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Posted: 2/7/2006 9:22:19 PM EDT
seattlepi.nwsource.com/local/6420AP_Airbus_Cold_Weather_Test.html

Airbus tests A380 in extreme cold of Canada's Nunavut province

THE ASSOCIATED PRESS

IQALUIT, Nunavut -- Frozen smiles have returned to the faces of engineers putting the world's largest passenger airplane through its cold-weather paces after typical Arctic weather returned to Baffin Island and ended concerns about a warm spell.

Warm, however, is relative.

"Earlier this week, temperatures were very unseasonably mild - down around the -15C (5F) mark," said John Graham, manager of the Iqaluit Airport, said Tuesday. Technicians are cold-weather testing the 555-passenger Airbus A380 this week at the small airport in the Nunavut capital.

"It all worked out. We got down to about -29C (-20F) when the airplane landed at Iqaluit airport" on Monday, Graham said.

About 55 Airbus engineers are now working on the giant jet, which has a takeoff weight of more than 600 tons and a wingspan of 262 feet. Its eight-story-high tail fin is now one of the tallest structures in Iqaluit.

The town, on the tundra just south of the Arctic Circle, won the bid for testing the jet last summer at the Paris air show.

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In addition to an abundance of cold weather, the northern capital also boasts uncluttered airspace and vast expanses of runway. In the 1950s and '60s, the U.S. air force built facilities capable of handling its giant Cold-War-era bombers. The Canadian air force continues to maintain an airstrip capable of landing CF-18s.

Airbus has tested planes in Iqaluit before, as have other aerospace giants such as Raytheon, Boeing Co. and Eurocopter.

Nunavut hopes to build on those successes as part of its economic development strategy, said Economic Development Minister Olayuk Akesuk. He said his department won't have an estimate of the economic impact of such testing until after the Airbus work is over.

Cold-weather testing is a significant part of Canada's $21.7-billion (US$18.9 billion) aerospace industry, said Ron Kane of the Aerospace Industries Association of Canada.

Although the association didn't break out cold-weather testing in its most recent revenue figures, it is part of the $3.7 billion (US$3.2 billion) companies spent in 2004 on industry-related products and services.

Most of Canada's current cold-weather aerospace testing is done in Montreal - home of Bombardier Inc. - Winnipeg and North Bay, Ont., another former NORAD site with lots of runway and open sky.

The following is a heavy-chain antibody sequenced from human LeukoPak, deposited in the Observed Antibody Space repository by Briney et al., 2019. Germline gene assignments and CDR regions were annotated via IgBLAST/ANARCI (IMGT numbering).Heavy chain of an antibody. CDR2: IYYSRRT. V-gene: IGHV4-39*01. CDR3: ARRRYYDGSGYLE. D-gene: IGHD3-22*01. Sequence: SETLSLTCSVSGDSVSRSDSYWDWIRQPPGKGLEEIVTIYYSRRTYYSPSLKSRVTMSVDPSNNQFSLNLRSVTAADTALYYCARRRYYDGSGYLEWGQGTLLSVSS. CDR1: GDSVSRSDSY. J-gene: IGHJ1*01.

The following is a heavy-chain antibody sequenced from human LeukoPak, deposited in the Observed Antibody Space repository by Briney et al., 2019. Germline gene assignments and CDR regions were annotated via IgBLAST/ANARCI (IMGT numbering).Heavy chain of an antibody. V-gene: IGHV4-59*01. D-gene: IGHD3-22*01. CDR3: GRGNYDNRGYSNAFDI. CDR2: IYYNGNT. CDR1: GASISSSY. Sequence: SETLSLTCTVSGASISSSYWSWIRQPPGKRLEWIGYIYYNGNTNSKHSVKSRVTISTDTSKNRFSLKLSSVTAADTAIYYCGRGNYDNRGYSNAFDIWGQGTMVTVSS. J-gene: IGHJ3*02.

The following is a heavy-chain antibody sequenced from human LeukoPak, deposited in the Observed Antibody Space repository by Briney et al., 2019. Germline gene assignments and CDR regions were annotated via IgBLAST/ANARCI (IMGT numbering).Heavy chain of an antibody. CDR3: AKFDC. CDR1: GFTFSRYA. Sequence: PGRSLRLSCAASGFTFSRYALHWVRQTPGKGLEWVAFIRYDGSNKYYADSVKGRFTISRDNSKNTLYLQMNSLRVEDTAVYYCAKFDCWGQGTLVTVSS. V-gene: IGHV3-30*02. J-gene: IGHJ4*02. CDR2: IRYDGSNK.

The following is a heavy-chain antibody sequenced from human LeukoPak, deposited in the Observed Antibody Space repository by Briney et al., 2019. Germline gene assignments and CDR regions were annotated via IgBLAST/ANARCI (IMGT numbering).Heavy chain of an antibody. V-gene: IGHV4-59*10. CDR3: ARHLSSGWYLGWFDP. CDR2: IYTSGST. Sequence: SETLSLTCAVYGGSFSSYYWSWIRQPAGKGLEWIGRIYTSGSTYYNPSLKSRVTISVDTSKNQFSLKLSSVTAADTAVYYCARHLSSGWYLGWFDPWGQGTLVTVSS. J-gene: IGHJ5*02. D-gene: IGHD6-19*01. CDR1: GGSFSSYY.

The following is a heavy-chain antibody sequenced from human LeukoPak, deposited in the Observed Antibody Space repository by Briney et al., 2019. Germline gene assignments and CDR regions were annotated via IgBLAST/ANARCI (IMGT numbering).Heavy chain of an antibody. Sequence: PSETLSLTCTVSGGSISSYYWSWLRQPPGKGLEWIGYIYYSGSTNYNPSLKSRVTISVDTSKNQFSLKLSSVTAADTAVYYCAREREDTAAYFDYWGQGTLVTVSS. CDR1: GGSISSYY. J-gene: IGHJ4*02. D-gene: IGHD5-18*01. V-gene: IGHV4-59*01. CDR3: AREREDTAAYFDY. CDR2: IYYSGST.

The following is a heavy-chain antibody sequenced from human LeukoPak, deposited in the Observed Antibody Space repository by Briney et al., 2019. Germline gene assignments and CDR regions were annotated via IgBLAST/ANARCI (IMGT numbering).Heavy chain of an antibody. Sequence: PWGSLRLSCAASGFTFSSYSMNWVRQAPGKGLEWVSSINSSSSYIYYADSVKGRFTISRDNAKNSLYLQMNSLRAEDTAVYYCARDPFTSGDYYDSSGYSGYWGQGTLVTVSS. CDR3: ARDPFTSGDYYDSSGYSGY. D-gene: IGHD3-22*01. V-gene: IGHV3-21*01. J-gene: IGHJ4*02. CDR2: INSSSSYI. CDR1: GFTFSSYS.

But more specialized aerospace services players can only help, said Kane.

The Airbus A380 - with a list price of $325 million (US$283 milion) - began test flights in April. There have been at least 159 orders already for the super jumbos capable of flying nearly 8,700 miles. Singapore Airlines is to take the first deliveries late this year.

Meanwhile, life goes on as normal at the Iqaluit airport, Graham said.

"The only thing that's different is that on the north ramp we've got the world's most famous plane."
Link Posted: 2/8/2006 3:10:32 AM EDT
Saw this on Boeing News this morning. Anybody know where this place is?

Merlin
Link Posted: 2/8/2006 3:45:37 AM EDT
Link Posted: 2/8/2006 8:33:52 AM EDT
Yes, thanks, I found it on Google Earth this morning, helped to have the "Military" option on.

Thanks,

Merlin
Link Posted: 2/8/2006 8:37:19 AM EDT
It's not cold enough at 40,000 feet? They have to test it on the ground?
Link Posted: 2/8/2006 8:50:22 AM EDT

Originally Posted By Phil_A_Steen:
It's not cold enough at 40,000 feet? They have to test it on the ground?



Well, its safer to find it out it breaks when its on the ground, not at 40,000....
Link Posted: 2/8/2006 8:51:44 AM EDT
[Last Edit: 2/8/2006 8:52:17 AM EDT by IAMLEGEND]
I thought the new territory was a territory not a province...fuck, which is it?

ETA: Nunavut, that is.
Link Posted: 2/8/2006 9:05:11 AM EDT

Originally Posted By IAMLEGEND:
I thought the new territory was a territory not a province...fuck, which is it?

ETA: Nunavut, that is.


It used to be part of the Northwest Terroritories. They split up the NWT made Nunavut a Province.
Link Posted: 2/8/2006 9:08:09 AM EDT
[Last Edit: 2/8/2006 9:10:26 AM EDT by IAMLEGEND]

Originally Posted By Lord_Grey_Boots:

Originally Posted By IAMLEGEND:
I thought the new territory was a territory not a province...fuck, which is it?

ETA: Nunavut, that is.


It used to be part of the Northwest Terroritories. They split up the NWT made Nunavut a Province.



I know they split it up, I still lived in Canada back when they did. I had just been under the impression it became another territoryfor some reason, rather than a province.

ETA: It is a fucking teritory, not a province. I was right.


link
Link Posted: 2/8/2006 9:09:00 AM EDT
Worlds most famous plane? Bullshit. I hope that piece of french crap freezes to the tundra.
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